Victorian Village: An Overview
Victorian Village is a well-known and much-loved historic neighborhood in Columbus just west of the central Short North Arts District and Italian Village. Popular for its abundance of mature trees, large and historic homes, and proximity to great restaurants and shopping, the neighborhood is an excellent example of urban pride. It was named a historic district by the City of Columbus in 1973, and was given a place on the list of National Historic Places in 1980. As the area’s name implies, it stands out for its many examples of Victorian architecture.
A Bit of Victorian Village History
By 1853, Columbus businessman William Neil had accumulated hundreds of acres of farmland north of downtown Columbus. Upon Neil’s death, his heirs subdivided the land, and its southern portion became Victorian Village, one of the city’s first suburbs. Industrial, manufacturing and residential development followed, with lots reserved mainly for large homes. Victorian, Italianate and Queen Anne architecture predominated by 1920. Soon thereafter, however, interest moved farther into the suburbs and interest in Victorian Village declined. It wasn’t until the early 1970s that the neighborhood began a rebirth under the auspices of the Victorian Village Commission.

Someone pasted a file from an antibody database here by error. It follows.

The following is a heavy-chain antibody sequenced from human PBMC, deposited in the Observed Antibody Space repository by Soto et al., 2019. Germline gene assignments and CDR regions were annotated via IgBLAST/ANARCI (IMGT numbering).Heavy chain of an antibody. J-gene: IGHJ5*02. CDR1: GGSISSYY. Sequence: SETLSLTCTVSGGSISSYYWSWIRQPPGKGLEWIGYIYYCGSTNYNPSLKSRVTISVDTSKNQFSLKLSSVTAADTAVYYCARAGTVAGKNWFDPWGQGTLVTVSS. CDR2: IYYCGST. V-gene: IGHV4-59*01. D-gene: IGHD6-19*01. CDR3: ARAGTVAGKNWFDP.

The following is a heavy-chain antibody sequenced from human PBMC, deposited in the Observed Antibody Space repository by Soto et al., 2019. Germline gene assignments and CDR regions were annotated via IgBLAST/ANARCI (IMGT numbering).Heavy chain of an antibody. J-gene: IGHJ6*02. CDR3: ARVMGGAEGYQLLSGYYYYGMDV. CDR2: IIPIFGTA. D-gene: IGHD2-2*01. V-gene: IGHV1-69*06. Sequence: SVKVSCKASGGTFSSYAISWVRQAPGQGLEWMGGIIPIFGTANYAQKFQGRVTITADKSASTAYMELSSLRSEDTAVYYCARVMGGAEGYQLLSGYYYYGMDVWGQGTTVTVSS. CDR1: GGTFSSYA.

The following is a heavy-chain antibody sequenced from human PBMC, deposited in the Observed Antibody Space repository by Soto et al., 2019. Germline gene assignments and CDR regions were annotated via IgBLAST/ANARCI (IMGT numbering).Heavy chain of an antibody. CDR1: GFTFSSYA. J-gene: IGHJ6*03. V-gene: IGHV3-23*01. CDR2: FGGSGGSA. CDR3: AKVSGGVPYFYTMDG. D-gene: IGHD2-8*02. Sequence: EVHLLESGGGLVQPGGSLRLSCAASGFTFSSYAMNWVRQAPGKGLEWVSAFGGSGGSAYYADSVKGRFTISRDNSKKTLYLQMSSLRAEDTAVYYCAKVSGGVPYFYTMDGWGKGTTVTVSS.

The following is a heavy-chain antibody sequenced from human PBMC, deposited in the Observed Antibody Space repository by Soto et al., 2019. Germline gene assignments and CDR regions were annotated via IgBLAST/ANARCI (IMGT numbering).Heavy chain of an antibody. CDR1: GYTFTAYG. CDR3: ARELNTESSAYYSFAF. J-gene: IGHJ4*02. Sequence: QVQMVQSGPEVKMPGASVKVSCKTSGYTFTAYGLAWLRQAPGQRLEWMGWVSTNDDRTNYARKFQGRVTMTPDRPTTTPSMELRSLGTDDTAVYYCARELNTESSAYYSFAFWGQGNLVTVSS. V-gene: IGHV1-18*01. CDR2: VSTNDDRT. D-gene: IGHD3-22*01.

Victorian Village Real Estate
Tree-lined streets with landscaped medians; proximity to dining, shopping and entertainment venues; classic historic homes – many of them having national historic landmark status – and the equally historic 32-acre Goodale Park are among the amenities that make Victorian Village one of Columbus’s most desirable neighborhoods. Single-family homes and large homes divided into apartments dominate the landscape here.
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